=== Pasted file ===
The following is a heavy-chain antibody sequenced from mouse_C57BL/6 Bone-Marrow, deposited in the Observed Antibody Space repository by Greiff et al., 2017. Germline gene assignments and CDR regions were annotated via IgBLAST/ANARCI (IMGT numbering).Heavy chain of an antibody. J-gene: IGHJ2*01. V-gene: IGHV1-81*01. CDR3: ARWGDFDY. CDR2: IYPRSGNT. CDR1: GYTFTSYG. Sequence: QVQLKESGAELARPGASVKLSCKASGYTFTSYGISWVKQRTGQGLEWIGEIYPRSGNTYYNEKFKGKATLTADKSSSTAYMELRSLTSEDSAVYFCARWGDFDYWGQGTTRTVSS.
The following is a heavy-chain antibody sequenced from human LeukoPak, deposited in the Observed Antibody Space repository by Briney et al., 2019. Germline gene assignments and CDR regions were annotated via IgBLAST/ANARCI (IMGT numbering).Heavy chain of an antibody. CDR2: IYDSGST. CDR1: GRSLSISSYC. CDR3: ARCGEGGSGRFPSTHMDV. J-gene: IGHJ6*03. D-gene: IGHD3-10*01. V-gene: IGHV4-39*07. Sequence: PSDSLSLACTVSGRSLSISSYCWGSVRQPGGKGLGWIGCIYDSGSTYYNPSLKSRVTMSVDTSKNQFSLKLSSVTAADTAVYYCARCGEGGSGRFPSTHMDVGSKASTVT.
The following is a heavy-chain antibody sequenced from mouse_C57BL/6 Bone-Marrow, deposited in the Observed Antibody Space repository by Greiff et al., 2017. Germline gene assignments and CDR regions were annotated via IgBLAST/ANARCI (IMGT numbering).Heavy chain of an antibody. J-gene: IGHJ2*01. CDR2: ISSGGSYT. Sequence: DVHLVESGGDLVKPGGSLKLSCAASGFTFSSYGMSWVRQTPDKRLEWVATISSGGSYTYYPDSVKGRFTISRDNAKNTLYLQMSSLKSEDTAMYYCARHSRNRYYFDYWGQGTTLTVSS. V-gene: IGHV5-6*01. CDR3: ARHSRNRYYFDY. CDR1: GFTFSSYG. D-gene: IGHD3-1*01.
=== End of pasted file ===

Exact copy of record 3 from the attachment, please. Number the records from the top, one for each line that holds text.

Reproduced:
The following is a heavy-chain antibody sequenced from mouse_C57BL/6 Bone-Marrow, deposited in the Observed Antibody Space repository by Greiff et al., 2017. Germline gene assignments and CDR regions were annotated via IgBLAST/ANARCI (IMGT numbering).Heavy chain of an antibody. J-gene: IGHJ2*01. CDR2: ISSGGSYT. Sequence: DVHLVESGGDLVKPGGSLKLSCAASGFTFSSYGMSWVRQTPDKRLEWVATISSGGSYTYYPDSVKGRFTISRDNAKNTLYLQMSSLKSEDTAMYYCARHSRNRYYFDYWGQGTTLTVSS. V-gene: IGHV5-6*01. CDR3: ARHSRNRYYFDY. CDR1: GFTFSSYG. D-gene: IGHD3-1*01.